In the Lords (2.30pm) peers bash their way through Commons amendments to the Technical and Further Education Bill, the Neighbourhood Planning Bill (there is now all-party consensus around an amendment to provide protection for pubs in the planning system), and the Bus Services Bill.
Then comes the main event: the report stage and third reading of the Criminal Finances Bill - watch out for the cross party amendment in the names of the Crossbencher Baroness Stern, Labour's Lord Rosser, the Lib Dem Baroness Kramer and the Conservative Lord Kirkhope, to require a register of the beneficial ownership of companies based in UK overseas territories like Anguilla, Bermuda, the British Virgin Islands, the Cayman Islands, Montserrat and the Turks and Caicos Islands - which they argue will improve transparency and help clamp down on money laundering.
Finally, there is a short debate on support for the steel industry and its role in the government's industrial strategy led by Lord Mendelsohn.
The Commons opens (11.30am) with Welsh questions, followed at noon by Prime Minister's questions - which, unless face to face TV debates are held, will be the only direct confrontation between Theresa May and her rivals before polling day.
Then comes a Ten Minute Rule Bill from the SNP's Alan Brown, who wants to end the use of cash retentions in the construction industry. This is where a proportion of a sub contract is held over by the main contractor to sort any defects on the job - but sub-contractors routinely fail to get their money back in a timely manner or sometimes not at all, sometimes because of the insolvency of main contractor. Mr Brown is proposing a scheme similar to the tenancy deposit scheme which will provide independent protection.
After that it's back to the washup, and consideration of Lords amendments to the Digital Economy Bill (issues in play include more superfast broadband, a proposed independent commission to set the BBC Licence Fee, a requirement that public service broadcasters are prominent on the channel displays of digital TV systems, and much much more), followed by Lords amendments to the Criminal Finances Bill (see above).
The adjournment led by Labour's Chris Evans is on the effect of diesel fumes in Islwyn - his constituency.
In Westminster Hall there are debates on school funding in the North East of England, led by Labour's Sharon Hodgson (9.30am -11am); the Colne to Skipton railway led by the Conservative Andrew Stephenson (11am - 11.30am) and learning outside the classroom, led by Labour's Barry Sheerman (4pm- 4.30pm).
In the Lords (3pm) questions include the Green peer Baroness Jones of Moulsecoomb on refining the definition of domestic extremism to enable the police to focus on those involved in terrorism and serious crime - she used the Data Protection Act to access her police file, and found she was considered a potential extremist, and had been under surveillance by the police's "domestic extremism" unit from 2001 until 2012, including during her candidacy to become London's mayor.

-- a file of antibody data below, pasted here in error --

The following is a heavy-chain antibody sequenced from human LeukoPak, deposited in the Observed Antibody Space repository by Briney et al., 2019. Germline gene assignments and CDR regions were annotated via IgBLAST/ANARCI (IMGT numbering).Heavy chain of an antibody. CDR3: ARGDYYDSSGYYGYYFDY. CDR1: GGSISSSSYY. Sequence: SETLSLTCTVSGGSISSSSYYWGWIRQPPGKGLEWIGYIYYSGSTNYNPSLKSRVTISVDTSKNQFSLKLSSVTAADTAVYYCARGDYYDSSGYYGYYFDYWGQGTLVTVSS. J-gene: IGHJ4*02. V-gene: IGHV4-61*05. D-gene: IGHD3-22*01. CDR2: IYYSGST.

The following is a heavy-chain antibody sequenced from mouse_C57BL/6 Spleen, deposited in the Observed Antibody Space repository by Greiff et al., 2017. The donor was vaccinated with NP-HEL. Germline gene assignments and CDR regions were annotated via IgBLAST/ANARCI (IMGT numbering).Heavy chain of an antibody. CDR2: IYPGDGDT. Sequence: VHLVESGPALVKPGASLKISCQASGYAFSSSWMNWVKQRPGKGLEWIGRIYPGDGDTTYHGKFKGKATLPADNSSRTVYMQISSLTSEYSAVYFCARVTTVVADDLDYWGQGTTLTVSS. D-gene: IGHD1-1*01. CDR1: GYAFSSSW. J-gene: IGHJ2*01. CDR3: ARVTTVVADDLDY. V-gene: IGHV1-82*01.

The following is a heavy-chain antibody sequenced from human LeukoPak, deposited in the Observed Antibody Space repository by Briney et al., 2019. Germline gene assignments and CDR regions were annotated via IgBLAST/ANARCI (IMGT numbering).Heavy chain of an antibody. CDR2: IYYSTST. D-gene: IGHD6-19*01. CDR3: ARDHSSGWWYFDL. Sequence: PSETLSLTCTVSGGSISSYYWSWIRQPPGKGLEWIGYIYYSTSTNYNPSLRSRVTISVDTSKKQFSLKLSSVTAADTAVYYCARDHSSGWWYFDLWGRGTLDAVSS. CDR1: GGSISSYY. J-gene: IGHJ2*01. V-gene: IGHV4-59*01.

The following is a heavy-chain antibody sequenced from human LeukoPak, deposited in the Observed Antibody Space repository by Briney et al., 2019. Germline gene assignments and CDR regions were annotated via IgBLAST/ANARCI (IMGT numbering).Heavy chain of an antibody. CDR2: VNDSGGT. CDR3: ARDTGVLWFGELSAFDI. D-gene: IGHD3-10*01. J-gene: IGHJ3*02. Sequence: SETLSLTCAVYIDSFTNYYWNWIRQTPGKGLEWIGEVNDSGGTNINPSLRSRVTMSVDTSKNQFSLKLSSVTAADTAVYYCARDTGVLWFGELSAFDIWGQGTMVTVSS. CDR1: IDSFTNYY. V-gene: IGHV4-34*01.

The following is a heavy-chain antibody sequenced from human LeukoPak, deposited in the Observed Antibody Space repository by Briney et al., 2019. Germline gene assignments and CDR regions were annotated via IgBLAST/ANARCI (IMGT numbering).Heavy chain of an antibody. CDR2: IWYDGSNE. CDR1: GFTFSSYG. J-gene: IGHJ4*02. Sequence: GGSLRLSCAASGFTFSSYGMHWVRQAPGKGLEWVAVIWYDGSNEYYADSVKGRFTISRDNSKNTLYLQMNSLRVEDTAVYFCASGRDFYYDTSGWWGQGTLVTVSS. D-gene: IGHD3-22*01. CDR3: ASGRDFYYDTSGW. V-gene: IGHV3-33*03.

She is still pressing for answers about the surveillance and the alleged destruction of documents on her case.
Then peers zoom through the remaining private members' bills sent over by the Commons - starting with the committee stage of the Local Audit (Public Access to Documents) Bill, followed by the Merchant Shipping (Homosexual Conduct) Bill and the Guardianship (Missing Persons) Bill - and the Farriers (Registration) Bill. All will have their third reading debates the next day.
In the Commons, MPs open (9.30am) with Exiting the European Union questions, followed by any remaining loose legislative ends sent over by their lordships. There may or may not be any.
And the final debate of the 2015 Parliament will be the SNP MP Chris Stephens' adjournment on the cost of telephone calls to the Department for Work and Pensions.
In the Lords (from 11am) questions to ministers include the Conservative, Baroness Couttie, the Leader of Westminster City Council, calling for legislation to regulate pedicab drivers. Then peers will move on to those third reading debates - on the Local Audit (Public Access to Documents) Bill, the Merchant Shipping (Homosexual Conduct) Bill, the Guardianship (Missing Persons) Bill and the Farriers (Registration) Bill.
And their final task will be to approve some statutory instruments on Driving Disqualifications and Student Fees, Awards and Support- although that last one comes with a regret motion attached, from Labour's Lord Clark of Windermere. So it is possible that the final act of the House of Lords in this Parliament might be to defeat the government.
And when all is done, the mildly pythonesque ceremony of prorogation will follow, with much doffing of cocked hats and flowery cod-medieval language.
Some MPs, mostly those who're not seeking re-election, usually come to the bar of the House to watch the spectacle.
And that will be it until Parliament reconvenes after the election, On 3 May (following dissolution at 00:01 BST that morning) a meeting of the Privy Council will issue a proclamation to declare the meeting of the new Parliament with 14 June the likely date.
The only business at the meeting will be to elect a Speaker. The next day the anointed Speaker will receive the Royal Approbation, and this will allow MPs and peers start to swear the Oath of Allegiance. This continues until Friday. New MPs then have the chance to go on various induction courses and are allocated offices.
My bet is that 21 June will see the state opening, with the government's plans for the coming session announced.